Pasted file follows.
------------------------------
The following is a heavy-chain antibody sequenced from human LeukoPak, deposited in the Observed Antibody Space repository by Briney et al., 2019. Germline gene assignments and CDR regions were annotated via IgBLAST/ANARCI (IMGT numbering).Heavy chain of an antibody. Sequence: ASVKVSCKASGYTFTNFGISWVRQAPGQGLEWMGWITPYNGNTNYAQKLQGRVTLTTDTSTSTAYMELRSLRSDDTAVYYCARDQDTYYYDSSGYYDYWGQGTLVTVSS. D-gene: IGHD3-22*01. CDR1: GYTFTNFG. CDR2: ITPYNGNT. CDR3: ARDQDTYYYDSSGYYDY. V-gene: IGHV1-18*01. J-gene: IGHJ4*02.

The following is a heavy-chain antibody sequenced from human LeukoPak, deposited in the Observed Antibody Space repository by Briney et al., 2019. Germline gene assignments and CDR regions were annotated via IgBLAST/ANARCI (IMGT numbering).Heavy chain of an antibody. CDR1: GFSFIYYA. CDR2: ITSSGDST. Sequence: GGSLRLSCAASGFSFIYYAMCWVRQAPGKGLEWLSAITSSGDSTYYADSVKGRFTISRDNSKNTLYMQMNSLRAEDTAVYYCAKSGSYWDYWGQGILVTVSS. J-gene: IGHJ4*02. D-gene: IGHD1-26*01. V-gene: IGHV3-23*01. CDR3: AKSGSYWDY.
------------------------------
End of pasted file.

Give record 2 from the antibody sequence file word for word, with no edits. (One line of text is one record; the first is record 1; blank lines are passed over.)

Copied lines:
The following is a heavy-chain antibody sequenced from human LeukoPak, deposited in the Observed Antibody Space repository by Briney et al., 2019. Germline gene assignments and CDR regions were annotated via IgBLAST/ANARCI (IMGT numbering).Heavy chain of an antibody. CDR1: GFSFIYYA. CDR2: ITSSGDST. Sequence: GGSLRLSCAASGFSFIYYAMCWVRQAPGKGLEWLSAITSSGDSTYYADSVKGRFTISRDNSKNTLYMQMNSLRAEDTAVYYCAKSGSYWDYWGQGILVTVSS. J-gene: IGHJ4*02. D-gene: IGHD1-26*01. V-gene: IGHV3-23*01. CDR3: AKSGSYWDY.